7. Squeeze up the tamarind and pour the tamarind water to the sambar. I prefer to filter the tamarind to remove the pulp. Do not add all of the tamarind at one. You can retain little in the bowl and add later if needed.
8. Add mashed dal and mix it well. Now taste it & add more salt and tamarind water if needed. If you feel it is too thick you may add more hot water. I do not add any more.
9. Bring it to a boil. Add chopped coriander leaves.
10. Pour 1 tablespoon ghee or oil to a small pan. When the ghee turns hot, add ½ teaspoon mustard, ½ teaspoon cumin (optional), 1 pinch methi seeds and 1 to 2 broken dried red chilies. The mustard seeds will soon pop, then add 1 sprig curry leaves. When the curry leaves turn crisp, sprinkle 1/8 teaspoon hing.
11. Pour the tempering to the hot sambar. Let the sambhar simmer for 2 to 3 minutes for a good aroma. Some people prefer not to boil further after adding the seasoning. You can choose whatever you like.
The photos in the step by step pictures were posted in 2012. I had made without red chilli powder since I had a toddler at home. If you have young kids, skip the chilli powder completely.
Serve hot sambar with rice or idli.
- Spice powder known as sambar powder is the key to a delicious and flavourful dish. So make a good choice of the powder you are going to use. I have also shared an instant sambhar powder in this post. If you have any readymade powder you can use it. Adjust to suit your liking, i suggest using mtr powder if you cannot make fresh for the recipe. It is one of the popular south Indian brands.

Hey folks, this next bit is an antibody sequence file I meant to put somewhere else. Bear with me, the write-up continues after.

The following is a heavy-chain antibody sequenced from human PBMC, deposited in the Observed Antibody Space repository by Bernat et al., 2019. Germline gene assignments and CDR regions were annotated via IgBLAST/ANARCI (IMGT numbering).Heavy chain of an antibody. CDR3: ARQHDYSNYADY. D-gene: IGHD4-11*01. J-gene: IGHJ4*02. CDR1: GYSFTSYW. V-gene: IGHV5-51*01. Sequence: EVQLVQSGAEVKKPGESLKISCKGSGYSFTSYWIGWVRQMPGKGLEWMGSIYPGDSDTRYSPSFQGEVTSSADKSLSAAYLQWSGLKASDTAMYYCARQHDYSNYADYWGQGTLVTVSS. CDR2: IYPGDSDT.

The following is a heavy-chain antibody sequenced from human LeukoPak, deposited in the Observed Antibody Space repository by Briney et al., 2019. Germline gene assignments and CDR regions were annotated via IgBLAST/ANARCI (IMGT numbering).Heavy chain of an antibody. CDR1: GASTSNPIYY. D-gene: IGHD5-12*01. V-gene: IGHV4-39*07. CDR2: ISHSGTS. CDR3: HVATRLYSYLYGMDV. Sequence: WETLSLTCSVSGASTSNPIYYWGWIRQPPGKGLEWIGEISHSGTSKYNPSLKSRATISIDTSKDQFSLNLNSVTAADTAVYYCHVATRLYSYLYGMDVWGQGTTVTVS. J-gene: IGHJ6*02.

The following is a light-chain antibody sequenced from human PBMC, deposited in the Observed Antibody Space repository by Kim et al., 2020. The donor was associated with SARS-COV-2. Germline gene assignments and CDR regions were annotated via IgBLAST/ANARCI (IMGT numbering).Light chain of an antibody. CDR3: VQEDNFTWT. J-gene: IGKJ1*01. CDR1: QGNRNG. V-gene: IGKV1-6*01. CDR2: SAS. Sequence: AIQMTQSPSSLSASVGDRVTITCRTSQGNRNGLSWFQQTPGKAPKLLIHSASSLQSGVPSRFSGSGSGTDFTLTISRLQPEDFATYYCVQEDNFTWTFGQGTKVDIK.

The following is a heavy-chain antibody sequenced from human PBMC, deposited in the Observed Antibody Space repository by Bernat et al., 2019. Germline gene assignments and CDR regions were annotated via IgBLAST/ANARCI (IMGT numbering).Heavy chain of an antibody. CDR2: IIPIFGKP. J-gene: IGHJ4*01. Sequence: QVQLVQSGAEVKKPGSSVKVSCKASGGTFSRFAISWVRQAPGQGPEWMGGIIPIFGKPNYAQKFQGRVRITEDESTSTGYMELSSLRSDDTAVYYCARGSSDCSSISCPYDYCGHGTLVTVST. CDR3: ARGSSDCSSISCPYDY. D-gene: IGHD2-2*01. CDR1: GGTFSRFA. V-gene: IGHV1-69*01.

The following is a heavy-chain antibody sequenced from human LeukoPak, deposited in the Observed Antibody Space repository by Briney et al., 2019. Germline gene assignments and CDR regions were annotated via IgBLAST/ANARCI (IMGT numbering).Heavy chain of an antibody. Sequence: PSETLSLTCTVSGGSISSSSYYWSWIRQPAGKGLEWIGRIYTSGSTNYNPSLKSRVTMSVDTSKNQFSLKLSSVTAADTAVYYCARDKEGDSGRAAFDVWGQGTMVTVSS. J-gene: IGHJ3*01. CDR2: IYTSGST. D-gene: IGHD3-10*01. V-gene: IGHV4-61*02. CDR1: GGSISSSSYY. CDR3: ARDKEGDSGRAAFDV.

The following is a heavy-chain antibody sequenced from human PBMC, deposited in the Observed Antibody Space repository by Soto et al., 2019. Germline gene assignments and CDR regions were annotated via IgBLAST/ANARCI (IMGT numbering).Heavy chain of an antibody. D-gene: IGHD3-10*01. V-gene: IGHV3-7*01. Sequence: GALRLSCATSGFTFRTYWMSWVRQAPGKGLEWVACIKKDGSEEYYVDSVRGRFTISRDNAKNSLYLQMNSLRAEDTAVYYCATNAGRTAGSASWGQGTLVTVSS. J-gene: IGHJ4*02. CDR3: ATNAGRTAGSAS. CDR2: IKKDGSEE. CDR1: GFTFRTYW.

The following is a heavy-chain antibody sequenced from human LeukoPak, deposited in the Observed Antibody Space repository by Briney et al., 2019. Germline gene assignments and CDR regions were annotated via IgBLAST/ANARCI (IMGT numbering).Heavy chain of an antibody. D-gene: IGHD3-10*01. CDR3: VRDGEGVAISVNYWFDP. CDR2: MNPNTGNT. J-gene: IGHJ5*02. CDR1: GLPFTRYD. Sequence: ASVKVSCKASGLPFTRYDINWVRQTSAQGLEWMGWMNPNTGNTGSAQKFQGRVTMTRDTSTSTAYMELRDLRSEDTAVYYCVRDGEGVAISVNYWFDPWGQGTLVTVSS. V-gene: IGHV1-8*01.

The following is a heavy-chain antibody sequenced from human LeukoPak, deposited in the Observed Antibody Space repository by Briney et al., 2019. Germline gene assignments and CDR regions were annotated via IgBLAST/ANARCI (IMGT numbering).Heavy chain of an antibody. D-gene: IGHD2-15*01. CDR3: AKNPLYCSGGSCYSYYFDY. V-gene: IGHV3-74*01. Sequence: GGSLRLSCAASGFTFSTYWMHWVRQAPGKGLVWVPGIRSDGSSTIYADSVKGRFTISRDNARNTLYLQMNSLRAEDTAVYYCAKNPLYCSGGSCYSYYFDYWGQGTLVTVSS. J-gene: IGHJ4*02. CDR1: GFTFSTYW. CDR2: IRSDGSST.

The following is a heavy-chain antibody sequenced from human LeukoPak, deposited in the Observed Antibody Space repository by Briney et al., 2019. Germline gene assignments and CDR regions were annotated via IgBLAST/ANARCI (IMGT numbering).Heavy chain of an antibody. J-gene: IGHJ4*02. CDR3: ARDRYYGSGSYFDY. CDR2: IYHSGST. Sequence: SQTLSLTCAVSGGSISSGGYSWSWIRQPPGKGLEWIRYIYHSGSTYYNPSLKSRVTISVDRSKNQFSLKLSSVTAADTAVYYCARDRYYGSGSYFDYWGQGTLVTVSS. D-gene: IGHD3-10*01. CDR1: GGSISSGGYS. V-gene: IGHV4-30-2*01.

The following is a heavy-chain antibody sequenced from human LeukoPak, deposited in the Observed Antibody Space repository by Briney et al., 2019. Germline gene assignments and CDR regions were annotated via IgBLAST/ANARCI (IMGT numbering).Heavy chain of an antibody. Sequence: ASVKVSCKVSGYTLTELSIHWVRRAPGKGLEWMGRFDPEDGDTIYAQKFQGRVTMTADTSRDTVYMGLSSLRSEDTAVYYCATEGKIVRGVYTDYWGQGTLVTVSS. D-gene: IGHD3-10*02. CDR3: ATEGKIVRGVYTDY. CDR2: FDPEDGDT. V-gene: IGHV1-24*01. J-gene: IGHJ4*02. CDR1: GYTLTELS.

- A proper combination of the veggies is also important. Use the veggies of your choice. Vegetables like brinjal, bottle gourd and cucumber do alter the taste of the dish. So use the vegetables which you think will suit your taste buds. I generally do not add any of them.
- We usually soft cook the vegetables so that all the taste from the veggies comes to the stock. This makes the sambar more tasty & flavorful.
- I use the Indian variety of Tamarind. If you prefer to use the concentrate then use with caution as it is salted & sourer in taste. Add tamarind to the sambhar only after the veggies are soft cooked else the sourness will prevent the veggies from cooking well.
- Coriander leaves or cilantro is another herb which is much needed to flavor the sambar. We usually prefer the smaller variety of coriander leaves as the ones with larger leaves are mostly hybrid & do not lend a good aroma.
- Sambar is mostly made thick but of pouring consistency. Feel free to add water as desired to bring it to a consistency you like. The tamilnadu sambhar is much thicker than the sambar made in Andhra & Karnataka.
- Traditionally sambar was tempered with ghee. However different regions use different fats. In tamilnadu sesame oil is used. In kerala coconut oil is used. But ghee lends much superior taste than any of these.
- Fresh curry leaves are a must to temper the sambhar as it lends that unique aroma. However if you live in a country where curry leaves are not available then feel free to skip them. I would not suggest using dried curry leaves as they lend a weird flavour.